Indicator of the Week: ISE Equities-Only Sentiment Index
~Joe Sunderman, Vice President of Financial Market Analytics
Background: In our Monday Morning Outlook on March 3, we focused our attention on the Schaeffer's Equity-Only Put/Call Volume Ratio. This indicator measures the sentiment of the options crowd by tracking the number of call contracts and put contracts that change hands in a market session. Along these lines, the International Securities Exchange (ISE) developed the ISE Equities-Only Sentiment Index. This unique put/call index uses only opening long customer transactions to calculate bullish/bearish market direction. Thus, this indicator does not include opening sell and transactions from market maker and firm. Thus, the ISE believes this ratio is a more accurate measure of true investor sentiment than traditional put/call ratios.
How to interpret the data: Unlike other option ratios that place the number of puts in the numerator and the number of calls in the denominator, the ISE ratios are the inverse in this relationship - call-to-put ratios. Thus, a high ISE call/put volume ratio would be seen as sign of optimism, as there are more calls than puts in volume. On the other hand, a low ISE call/put volume ratio would be a sign of pessimism. Finally, this ratio is multiplied by 100, as opposed to simply a ratio figure that falls between 0 and 1.
With this indicator, we like to study the trends of the ratio rather than the day-to-day readings, which can be volatile depending on market conditions. In particular, we like to look at the 10-day moving average to gauge the sentiment during a longer period.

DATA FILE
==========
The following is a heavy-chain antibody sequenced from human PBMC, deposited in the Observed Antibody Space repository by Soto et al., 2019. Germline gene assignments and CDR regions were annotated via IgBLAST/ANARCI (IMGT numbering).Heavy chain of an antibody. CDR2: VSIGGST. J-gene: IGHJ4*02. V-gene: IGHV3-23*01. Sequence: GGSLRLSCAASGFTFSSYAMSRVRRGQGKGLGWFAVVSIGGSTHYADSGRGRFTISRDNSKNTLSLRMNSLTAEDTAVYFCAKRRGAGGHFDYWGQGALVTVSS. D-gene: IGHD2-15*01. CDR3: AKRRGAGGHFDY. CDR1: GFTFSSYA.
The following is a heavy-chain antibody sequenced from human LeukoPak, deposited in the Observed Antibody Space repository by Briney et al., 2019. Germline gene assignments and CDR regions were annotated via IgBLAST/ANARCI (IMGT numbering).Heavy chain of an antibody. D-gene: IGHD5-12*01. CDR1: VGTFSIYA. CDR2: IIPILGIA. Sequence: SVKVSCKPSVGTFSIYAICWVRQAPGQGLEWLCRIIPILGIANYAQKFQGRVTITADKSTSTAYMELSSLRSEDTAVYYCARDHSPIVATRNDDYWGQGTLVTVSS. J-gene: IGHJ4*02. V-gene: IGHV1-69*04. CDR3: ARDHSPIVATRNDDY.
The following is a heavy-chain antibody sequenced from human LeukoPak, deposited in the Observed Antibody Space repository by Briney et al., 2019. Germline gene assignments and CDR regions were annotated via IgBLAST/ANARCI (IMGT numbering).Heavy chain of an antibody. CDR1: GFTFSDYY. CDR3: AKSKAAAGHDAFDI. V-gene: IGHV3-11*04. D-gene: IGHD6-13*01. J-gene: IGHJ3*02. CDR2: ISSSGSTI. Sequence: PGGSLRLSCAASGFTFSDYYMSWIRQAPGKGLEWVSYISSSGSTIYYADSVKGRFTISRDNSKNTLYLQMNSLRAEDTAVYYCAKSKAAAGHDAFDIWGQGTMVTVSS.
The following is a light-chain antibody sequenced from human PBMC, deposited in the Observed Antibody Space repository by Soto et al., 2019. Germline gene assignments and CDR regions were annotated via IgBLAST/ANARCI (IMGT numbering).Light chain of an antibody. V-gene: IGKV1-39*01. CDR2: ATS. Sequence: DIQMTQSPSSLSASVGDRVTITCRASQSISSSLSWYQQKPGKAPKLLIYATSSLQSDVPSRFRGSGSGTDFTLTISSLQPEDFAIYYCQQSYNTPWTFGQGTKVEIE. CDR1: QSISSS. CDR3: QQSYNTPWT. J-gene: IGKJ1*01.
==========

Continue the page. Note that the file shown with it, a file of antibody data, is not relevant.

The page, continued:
Current reading: During the past 10 sessions, the ISE ratio has floated between 66 and 131 for an average 10-day reading of 99. This is the lowest 10-day reading in the entire ISE data set that dates back to January 2006. As seen by the graph, the current reading is even lower than the readings of March 2007 when this average reached a low of 101.90.
Implications: Sentiment at current levels is pessimistic, but unfortunately it has taken a very steep market decline to reach these levels. In March 2007, the market had to fall 6% for the indicator to reach the 100 level. Comparatively, the current levels of pessimism are the result of a 20% decline. Thus, even though this indicator is showing pessimism, we would like to see further drops in this 10-day reading as a sign of full capitulation.
This Week's Key Events: Consumer Confidence, Fourth-Quarter GDP, and Earnings from Homebuilders
By Joseph Hargett, Senior Equities Analyst
Here is a brief list of some of the key events for the upcoming week.
And now a few sectors of note...
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Recent XIV Action May Bode Well for Bulls